“Last” never lasts
A plot element in the background of many characters in fiction is that of being the last of something. It is seen in movies and in literature (i.e. Luke Skywalker being the last Jedi once Yoda passed on, Superman) as well. And while it is a great source for drama and pathos the status of being last at whatever the character is last of never really lasts.
Superman. Last Son of Krypton. Sounds pretty dramatic, doesn't it? Then Krypto, the super dog showed up. Then there was Supergirl, Superman’s cousin. Then there was the bottled city of Kandor and its diminutive inhabitants. This is not even addressing the Phantom Zone villains that broke out every once in a while. It got so Superman was far from unique and there were more than enough Kryptonians flying around that the entire race could be repopulated. John Byrne showed up back in ’86 and rebooted Superman, making him the Last Son again, but over time we saw that got tossed out the window (Especially the past couple years when New Krypton was parked in an orbit around the sun opposite Earth).
Back to Luke Skywalker. In the movies we saw how he wound up being the last Jedi, but over time in the novels the Jedi academy was formed and more Jedi appeared. Luke was no longer special.
Y, The Last Man? Not if you read the final issues. Okay, to be fair Brian K. Vaughn seemed to have the story scripted well in advance, so he gets a pass. :)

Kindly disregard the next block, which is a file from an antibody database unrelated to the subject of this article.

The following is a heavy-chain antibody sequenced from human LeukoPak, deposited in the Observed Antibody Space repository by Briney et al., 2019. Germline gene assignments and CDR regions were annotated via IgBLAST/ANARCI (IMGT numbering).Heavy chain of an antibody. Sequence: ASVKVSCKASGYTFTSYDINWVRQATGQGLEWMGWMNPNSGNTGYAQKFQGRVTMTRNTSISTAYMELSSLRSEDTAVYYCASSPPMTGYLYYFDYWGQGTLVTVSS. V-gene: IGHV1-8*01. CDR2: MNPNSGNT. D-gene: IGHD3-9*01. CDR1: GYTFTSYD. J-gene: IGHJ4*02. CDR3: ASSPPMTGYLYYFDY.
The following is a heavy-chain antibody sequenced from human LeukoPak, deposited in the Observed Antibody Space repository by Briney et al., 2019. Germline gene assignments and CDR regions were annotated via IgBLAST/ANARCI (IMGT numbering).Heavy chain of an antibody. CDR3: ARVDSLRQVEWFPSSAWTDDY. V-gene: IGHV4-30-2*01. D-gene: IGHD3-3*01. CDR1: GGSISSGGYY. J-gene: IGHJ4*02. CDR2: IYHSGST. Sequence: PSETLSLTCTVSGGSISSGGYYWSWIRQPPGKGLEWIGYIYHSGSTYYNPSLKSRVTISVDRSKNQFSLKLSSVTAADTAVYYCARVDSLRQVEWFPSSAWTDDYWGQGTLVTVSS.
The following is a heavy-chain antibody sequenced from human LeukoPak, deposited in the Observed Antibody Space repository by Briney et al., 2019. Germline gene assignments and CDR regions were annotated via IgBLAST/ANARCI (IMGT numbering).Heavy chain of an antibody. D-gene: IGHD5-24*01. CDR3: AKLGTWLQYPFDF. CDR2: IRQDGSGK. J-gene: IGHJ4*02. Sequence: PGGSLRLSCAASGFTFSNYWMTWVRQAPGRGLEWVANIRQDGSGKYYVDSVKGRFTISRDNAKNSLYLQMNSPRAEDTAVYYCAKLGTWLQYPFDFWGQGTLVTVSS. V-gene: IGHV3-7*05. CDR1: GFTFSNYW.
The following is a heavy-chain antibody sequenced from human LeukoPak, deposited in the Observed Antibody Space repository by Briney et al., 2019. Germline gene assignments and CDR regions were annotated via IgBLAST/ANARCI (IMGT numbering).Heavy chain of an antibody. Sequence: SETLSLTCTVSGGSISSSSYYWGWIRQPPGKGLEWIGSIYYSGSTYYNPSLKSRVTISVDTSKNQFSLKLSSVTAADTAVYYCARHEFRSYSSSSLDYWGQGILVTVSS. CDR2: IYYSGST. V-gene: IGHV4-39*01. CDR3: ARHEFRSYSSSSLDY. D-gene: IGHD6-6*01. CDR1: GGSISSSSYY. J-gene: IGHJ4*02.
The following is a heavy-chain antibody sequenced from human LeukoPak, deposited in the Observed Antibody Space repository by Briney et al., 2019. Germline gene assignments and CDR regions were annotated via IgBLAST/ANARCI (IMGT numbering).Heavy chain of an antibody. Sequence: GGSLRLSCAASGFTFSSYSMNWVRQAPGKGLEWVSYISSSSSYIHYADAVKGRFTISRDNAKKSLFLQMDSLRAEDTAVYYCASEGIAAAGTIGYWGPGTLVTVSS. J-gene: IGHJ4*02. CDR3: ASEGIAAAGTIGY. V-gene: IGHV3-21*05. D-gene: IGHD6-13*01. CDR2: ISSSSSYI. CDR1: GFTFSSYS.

Lobo! You might say. The Main Man is the last Czarnian. Well, at the moment he is. But years back DC Comics printed a mini series where Lobo had to transport a criminal that turned out to be his old school teacher, so “The Last Czarninan” was not the last. And sometimes when Lobo bleeds he is cloned so he really does not count.
But wait! You might say. What about The Last Airbender? Aang truly was the last of the airbenders. But you fail to take into account the Last Airbender card game where one of the cards is the air witch. And now there is going to be a sequel series so I am certain the writers are looking for ways to re-introduce the Airbenders somehow. I will be curious to see if they can resist the temptation.
What makes these examples sad in some cases is being the last of something really does make a character unique, and when they are no longer last their potency is diluted. There are so many active Superman-like characters (Superman, Superboy, Supergirl, Power Girl, and those are just the ones I could think of off the top of my head) that Superman is just a little less super. Something that was awesome in small doses becomes almost trite when thrown at us in overwhelming amounts. I remember how awesomely bad ass Luke Skywalker was because he had a unique weapon only one other guy in the universe used, so when the light saber was broken out you knew things were going to be awesome. In the first battle Obi Wan dies, the second time Luke loses a hand, the third Luke lights up with a new ‘saber and shows Jabba’s minions why Jedis are to be feared. In the fourth Vader loses a hand and the Emperor gets tossed down a pit (and I know the light saber is used in other scenes in the three original movies, but these four to me are the most important, most dramatic). When the light saber is broken out you knew Something Big was going down. After Episoes I-III and Clone Wars? Not so much. I realize those are prequels but it applies to the argument in that something that was once awesome because it was so special is now, well, not so much.